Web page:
SBTi launches world first 1.5°C science-based framework to decarbonize the cement industry
21st Sep 2022
The Cement Science Based Target Setting Guidance launches today to enable companies in the cement and concrete industry to set near-and long-term science-based targets in line with 1.5°C for the first time.
This Guidance is designed for clinker, cement and concrete manufacturers; as well as producers of novel binders and cement substitutes.
The framework also supports companies that purchase cement in the target setting process for their scope 3 emissions.
The Science Based Targets initiative (SBTi), the global body enabling businesses to set emissions reduction targets in line with the latest climate science, is launching the first framework for companies in the cement sector and other potential users of cement such as construction businesses, to set near- and long-term science-based targets in line with 1.5°C - the Cement Science Based Target Setting Guidance.
This document provides the scientific basis for sector-specific 1.5ºC decarbonization pathways. It includes detailed guidance on how to set targets and deal with processes that are specific to the cement and concrete sector, greenhouse gas accounting criteria and recommendations, as well as examples on how different types of companies can use the tools and guidance to submit a target for validation. This sector is the second-largest industrial CO2 emitter, representing about 7% of CO2 emissions globally.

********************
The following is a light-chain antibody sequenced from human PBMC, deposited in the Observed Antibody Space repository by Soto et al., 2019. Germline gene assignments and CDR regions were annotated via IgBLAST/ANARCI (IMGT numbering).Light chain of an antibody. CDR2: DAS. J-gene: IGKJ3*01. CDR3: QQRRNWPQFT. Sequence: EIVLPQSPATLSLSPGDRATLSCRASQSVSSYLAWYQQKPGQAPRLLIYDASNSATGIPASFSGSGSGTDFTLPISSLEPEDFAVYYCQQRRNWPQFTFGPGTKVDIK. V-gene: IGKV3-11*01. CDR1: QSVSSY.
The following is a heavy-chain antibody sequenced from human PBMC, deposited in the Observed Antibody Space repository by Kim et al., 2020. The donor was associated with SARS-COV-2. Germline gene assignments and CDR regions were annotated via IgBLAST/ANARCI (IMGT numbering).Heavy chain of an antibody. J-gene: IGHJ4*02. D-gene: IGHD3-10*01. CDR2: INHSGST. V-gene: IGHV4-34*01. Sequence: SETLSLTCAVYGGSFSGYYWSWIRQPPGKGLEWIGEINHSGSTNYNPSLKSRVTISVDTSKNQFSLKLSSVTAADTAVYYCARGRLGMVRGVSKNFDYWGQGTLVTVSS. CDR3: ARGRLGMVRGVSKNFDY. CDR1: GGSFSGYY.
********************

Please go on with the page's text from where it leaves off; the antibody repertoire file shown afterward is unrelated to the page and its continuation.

To date, more than 30 cement companies have committed to or set a science-based target, of which a third are committed to net-zero. It is crucial to exponentially grow the number of companies setting emissions reduction targets in this industry if they are to remain economically competitive and minimize human suffering from the impacts of global warming. According to the International Energy Agency (IEA) the cement sector must scale up climate action and cut its CO2 emissions by 3% per year by 2030 to get on track with the Net Zero Emissions by 2050 scenario.
Alberto Carrillo Pineda, Co-Founder and Chief Technical Officer of the SBTi, said: “To prevent the climate crisis from getting worse and the negative impacts becoming more frequent with every fraction of warming, urgent action from the private sector is required. For the first time, cement companies have a clear blueprint on how to align their decarbonization strategies with climate science taking into account the unique context of the industry.
“The transformation towards low-carbon emitting technologies is critical for the long-term viability of the industry. We encourage all cement production companies to set science-based targets and to play their role in building a climate safe economy”.
Concrete action in decarbonizing the cement industry
Each year around 4.4 Gt of cement are produced. For every ton of cement manufactured, approximately 0.6 tonnes of CO2 is released. Around two thirds of emissions come from raw materials (limestone) in clinker production, with the remaining third from burning fuels and electricity use.